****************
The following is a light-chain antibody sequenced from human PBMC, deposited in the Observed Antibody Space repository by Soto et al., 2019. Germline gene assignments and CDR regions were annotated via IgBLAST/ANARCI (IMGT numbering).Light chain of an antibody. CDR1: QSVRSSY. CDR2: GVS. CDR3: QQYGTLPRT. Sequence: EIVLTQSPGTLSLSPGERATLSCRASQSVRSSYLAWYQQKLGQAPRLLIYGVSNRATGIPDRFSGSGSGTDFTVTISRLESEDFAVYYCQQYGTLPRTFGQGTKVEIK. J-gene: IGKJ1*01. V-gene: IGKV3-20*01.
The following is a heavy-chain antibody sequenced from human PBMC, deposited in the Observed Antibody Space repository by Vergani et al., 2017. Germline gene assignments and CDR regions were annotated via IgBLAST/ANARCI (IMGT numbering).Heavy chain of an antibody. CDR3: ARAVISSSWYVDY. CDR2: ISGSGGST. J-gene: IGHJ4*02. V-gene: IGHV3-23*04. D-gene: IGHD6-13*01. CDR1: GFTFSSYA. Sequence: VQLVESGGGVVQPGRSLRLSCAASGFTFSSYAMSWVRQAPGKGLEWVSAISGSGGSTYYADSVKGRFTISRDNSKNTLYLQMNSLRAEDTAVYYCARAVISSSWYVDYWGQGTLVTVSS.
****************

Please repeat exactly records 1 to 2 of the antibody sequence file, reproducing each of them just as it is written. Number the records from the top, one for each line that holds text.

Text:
The following is a light-chain antibody sequenced from human PBMC, deposited in the Observed Antibody Space repository by Soto et al., 2019. Germline gene assignments and CDR regions were annotated via IgBLAST/ANARCI (IMGT numbering).Light chain of an antibody. CDR1: QSVRSSY. CDR2: GVS. CDR3: QQYGTLPRT. Sequence: EIVLTQSPGTLSLSPGERATLSCRASQSVRSSYLAWYQQKLGQAPRLLIYGVSNRATGIPDRFSGSGSGTDFTVTISRLESEDFAVYYCQQYGTLPRTFGQGTKVEIK. J-gene: IGKJ1*01. V-gene: IGKV3-20*01.
The following is a heavy-chain antibody sequenced from human PBMC, deposited in the Observed Antibody Space repository by Vergani et al., 2017. Germline gene assignments and CDR regions were annotated via IgBLAST/ANARCI (IMGT numbering).Heavy chain of an antibody. CDR3: ARAVISSSWYVDY. CDR2: ISGSGGST. J-gene: IGHJ4*02. V-gene: IGHV3-23*04. D-gene: IGHD6-13*01. CDR1: GFTFSSYA. Sequence: VQLVESGGGVVQPGRSLRLSCAASGFTFSSYAMSWVRQAPGKGLEWVSAISGSGGSTYYADSVKGRFTISRDNSKNTLYLQMNSLRAEDTAVYYCARAVISSSWYVDYWGQGTLVTVSS.